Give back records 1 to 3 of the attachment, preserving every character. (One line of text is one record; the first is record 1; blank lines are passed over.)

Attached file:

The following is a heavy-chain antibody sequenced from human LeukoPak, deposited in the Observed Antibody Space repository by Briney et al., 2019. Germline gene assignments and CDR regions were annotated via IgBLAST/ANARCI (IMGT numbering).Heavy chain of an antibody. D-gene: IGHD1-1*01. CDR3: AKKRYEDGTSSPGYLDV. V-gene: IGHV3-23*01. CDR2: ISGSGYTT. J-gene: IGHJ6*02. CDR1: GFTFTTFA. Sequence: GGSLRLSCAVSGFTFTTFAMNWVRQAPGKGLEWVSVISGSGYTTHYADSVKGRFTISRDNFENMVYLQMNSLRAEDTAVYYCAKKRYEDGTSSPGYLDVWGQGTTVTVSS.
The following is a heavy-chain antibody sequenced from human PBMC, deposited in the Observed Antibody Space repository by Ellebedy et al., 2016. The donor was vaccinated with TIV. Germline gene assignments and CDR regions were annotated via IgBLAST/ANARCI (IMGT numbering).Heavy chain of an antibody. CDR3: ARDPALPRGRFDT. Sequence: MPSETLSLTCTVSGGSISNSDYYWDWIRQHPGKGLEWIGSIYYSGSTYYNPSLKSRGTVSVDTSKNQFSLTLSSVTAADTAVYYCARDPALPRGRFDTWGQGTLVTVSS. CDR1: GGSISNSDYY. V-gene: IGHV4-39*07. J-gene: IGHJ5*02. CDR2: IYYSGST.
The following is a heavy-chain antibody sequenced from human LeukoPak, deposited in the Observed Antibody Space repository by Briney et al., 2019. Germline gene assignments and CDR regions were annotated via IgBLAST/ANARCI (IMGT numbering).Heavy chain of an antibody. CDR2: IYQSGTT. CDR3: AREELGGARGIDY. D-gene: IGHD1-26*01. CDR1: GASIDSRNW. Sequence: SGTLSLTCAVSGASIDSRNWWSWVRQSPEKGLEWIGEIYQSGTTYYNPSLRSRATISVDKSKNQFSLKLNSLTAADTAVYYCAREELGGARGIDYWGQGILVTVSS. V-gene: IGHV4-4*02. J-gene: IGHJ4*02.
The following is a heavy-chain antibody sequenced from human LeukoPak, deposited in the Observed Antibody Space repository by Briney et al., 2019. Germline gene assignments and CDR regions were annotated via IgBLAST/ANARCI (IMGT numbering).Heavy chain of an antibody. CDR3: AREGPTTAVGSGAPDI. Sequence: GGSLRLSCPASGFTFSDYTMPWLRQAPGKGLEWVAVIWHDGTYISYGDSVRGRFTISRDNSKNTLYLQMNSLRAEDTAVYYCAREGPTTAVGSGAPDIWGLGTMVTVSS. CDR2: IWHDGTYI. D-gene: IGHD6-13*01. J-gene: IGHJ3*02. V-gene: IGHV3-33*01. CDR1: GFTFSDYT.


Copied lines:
The following is a heavy-chain antibody sequenced from human LeukoPak, deposited in the Observed Antibody Space repository by Briney et al., 2019. Germline gene assignments and CDR regions were annotated via IgBLAST/ANARCI (IMGT numbering).Heavy chain of an antibody. D-gene: IGHD1-1*01. CDR3: AKKRYEDGTSSPGYLDV. V-gene: IGHV3-23*01. CDR2: ISGSGYTT. J-gene: IGHJ6*02. CDR1: GFTFTTFA. Sequence: GGSLRLSCAVSGFTFTTFAMNWVRQAPGKGLEWVSVISGSGYTTHYADSVKGRFTISRDNFENMVYLQMNSLRAEDTAVYYCAKKRYEDGTSSPGYLDVWGQGTTVTVSS.
The following is a heavy-chain antibody sequenced from human PBMC, deposited in the Observed Antibody Space repository by Ellebedy et al., 2016. The donor was vaccinated with TIV. Germline gene assignments and CDR regions were annotated via IgBLAST/ANARCI (IMGT numbering).Heavy chain of an antibody. CDR3: ARDPALPRGRFDT. Sequence: MPSETLSLTCTVSGGSISNSDYYWDWIRQHPGKGLEWIGSIYYSGSTYYNPSLKSRGTVSVDTSKNQFSLTLSSVTAADTAVYYCARDPALPRGRFDTWGQGTLVTVSS. CDR1: GGSISNSDYY. V-gene: IGHV4-39*07. J-gene: IGHJ5*02. CDR2: IYYSGST.
The following is a heavy-chain antibody sequenced from human LeukoPak, deposited in the Observed Antibody Space repository by Briney et al., 2019. Germline gene assignments and CDR regions were annotated via IgBLAST/ANARCI (IMGT numbering).Heavy chain of an antibody. CDR2: IYQSGTT. CDR3: AREELGGARGIDY. D-gene: IGHD1-26*01. CDR1: GASIDSRNW. Sequence: SGTLSLTCAVSGASIDSRNWWSWVRQSPEKGLEWIGEIYQSGTTYYNPSLRSRATISVDKSKNQFSLKLNSLTAADTAVYYCAREELGGARGIDYWGQGILVTVSS. V-gene: IGHV4-4*02. J-gene: IGHJ4*02.